The simple explanation to this question is given in Stage 3 of 'How the Spark Chamber works'. When a cosmic ray has traversed the detector a large potential difference exists across each module. This is a very unstable situation, of which the modules cannot stay like it for any length of time. The plates must discharge.
This discharge will occur along the easiest path possible. The easiest path is through the ionised track left behind in the Ne-He by the passage of a cosmic ray. Therefore the plates will discharge down the ionised track of the cosmic ray, and hence the characteristic spark is observed, and the 'crack' from the discharge is heard.
This explanation is fine, but rather glosses over the details of how a spark actually forms down the ionised track, a fuller explanation is now given.
Figure 1: Stages of spark formation within 1 module of the spark chamber
(adapted from Rice-Evans, 1974)
A large potential difference across the closely spaced parallel plates of each module has associated with it an electric field in the vicinity of the plates (as shown in figure 1). An electron (figure 1a) present in the active region of each module (created from the ionisation of the gas mixture as a charged particle traversed the chamber) is accelerated towards the anode plate.
As the electron traverses the active region its energy increases which becomes sufficient to cause ionisation when it collides with a gas molecule in its path. An additional electron is liberated which, after acceleration will also be able to ionise. This process continues and results in the formation of an avalanche, which rapidly builds up. Electrons move towards the 'head' of the avalanche, whilst ions move in the opposite direction (figure 1b).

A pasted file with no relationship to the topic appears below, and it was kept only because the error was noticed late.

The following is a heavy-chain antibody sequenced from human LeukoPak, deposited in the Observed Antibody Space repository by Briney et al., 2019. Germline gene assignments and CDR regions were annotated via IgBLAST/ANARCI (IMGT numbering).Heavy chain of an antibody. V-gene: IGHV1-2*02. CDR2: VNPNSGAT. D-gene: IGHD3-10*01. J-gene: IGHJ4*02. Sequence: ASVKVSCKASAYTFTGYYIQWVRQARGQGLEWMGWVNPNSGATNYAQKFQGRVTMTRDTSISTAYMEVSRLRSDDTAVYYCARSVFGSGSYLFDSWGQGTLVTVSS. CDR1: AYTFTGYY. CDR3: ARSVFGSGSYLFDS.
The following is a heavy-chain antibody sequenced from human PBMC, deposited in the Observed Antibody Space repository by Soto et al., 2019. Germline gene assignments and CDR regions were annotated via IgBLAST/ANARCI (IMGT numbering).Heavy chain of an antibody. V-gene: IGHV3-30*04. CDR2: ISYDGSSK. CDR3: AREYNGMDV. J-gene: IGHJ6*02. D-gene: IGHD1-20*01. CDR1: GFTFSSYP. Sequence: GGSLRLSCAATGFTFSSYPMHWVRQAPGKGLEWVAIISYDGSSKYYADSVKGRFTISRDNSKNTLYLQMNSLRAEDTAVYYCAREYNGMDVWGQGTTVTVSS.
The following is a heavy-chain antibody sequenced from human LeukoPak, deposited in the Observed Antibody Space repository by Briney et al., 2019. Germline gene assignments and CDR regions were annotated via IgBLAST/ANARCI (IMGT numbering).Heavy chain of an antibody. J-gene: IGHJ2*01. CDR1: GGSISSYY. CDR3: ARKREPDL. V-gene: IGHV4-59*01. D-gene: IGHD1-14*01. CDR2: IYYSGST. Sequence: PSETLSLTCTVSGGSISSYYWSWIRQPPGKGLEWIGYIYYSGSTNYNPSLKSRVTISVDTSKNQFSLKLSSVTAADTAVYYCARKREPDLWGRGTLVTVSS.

When the number of electrons in the head approaches 106, the avalanche begins to slow down due to the attraction of the positive ions. When 108 electrons in the head is reached, an electric field within the avalanche is created, which is in the opposite sense to the electric field between the plates (shown in pink in figure 1c). Recombination of electrons and ions results within the avalanche, and photons are emitted isotropically from the avalanche. The emitted photons cause ionisation of surrounding molecules in the vicinity of the original avalanche. The field in front and behind the original avalanche is enhanced, whilst the field around the sides are suppressed. Thus ahead and behind of the original avalanche, new avalanches rapidly form (figure 1d) until the old and new avalanches merge, forming a streamer (figure 1e). The extremities of the streamer grow (in approximately 10ns) until they arrive at the plates. Thus the two plates of each module are connected by a low resistance conducting plasma of electrons and positive ions, which extends in a parallel direction to the electric field lines. A spark subsequently passes between the two plates.
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